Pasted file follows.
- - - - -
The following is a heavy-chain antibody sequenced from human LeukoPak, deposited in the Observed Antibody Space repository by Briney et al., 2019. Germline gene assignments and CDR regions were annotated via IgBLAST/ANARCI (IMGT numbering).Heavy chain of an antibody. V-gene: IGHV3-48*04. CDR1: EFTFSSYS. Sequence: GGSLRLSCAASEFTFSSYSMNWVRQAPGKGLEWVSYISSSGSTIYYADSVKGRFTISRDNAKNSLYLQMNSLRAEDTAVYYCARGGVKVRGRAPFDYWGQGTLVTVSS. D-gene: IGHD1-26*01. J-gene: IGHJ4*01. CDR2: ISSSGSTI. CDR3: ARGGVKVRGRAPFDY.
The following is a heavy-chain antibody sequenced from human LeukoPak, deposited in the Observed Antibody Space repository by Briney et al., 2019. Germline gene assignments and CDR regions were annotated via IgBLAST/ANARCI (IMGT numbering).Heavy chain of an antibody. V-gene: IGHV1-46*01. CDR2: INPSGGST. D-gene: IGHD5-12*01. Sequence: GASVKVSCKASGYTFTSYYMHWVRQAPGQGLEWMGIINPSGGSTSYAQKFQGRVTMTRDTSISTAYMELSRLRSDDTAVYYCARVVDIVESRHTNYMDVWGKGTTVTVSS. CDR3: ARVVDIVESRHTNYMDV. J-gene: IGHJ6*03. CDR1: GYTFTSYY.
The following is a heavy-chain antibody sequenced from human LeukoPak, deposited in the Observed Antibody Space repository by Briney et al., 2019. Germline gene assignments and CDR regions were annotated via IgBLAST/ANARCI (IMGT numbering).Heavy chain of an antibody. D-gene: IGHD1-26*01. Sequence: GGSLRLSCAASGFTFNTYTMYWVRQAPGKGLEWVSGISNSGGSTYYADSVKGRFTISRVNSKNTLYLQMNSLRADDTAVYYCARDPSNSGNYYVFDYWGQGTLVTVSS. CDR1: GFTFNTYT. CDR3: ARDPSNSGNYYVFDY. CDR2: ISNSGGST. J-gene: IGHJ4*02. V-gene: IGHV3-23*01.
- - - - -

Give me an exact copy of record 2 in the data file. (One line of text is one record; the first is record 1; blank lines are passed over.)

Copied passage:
The following is a heavy-chain antibody sequenced from human LeukoPak, deposited in the Observed Antibody Space repository by Briney et al., 2019. Germline gene assignments and CDR regions were annotated via IgBLAST/ANARCI (IMGT numbering).Heavy chain of an antibody. V-gene: IGHV1-46*01. CDR2: INPSGGST. D-gene: IGHD5-12*01. Sequence: GASVKVSCKASGYTFTSYYMHWVRQAPGQGLEWMGIINPSGGSTSYAQKFQGRVTMTRDTSISTAYMELSRLRSDDTAVYYCARVVDIVESRHTNYMDVWGKGTTVTVSS. CDR3: ARVVDIVESRHTNYMDV. J-gene: IGHJ6*03. CDR1: GYTFTSYY.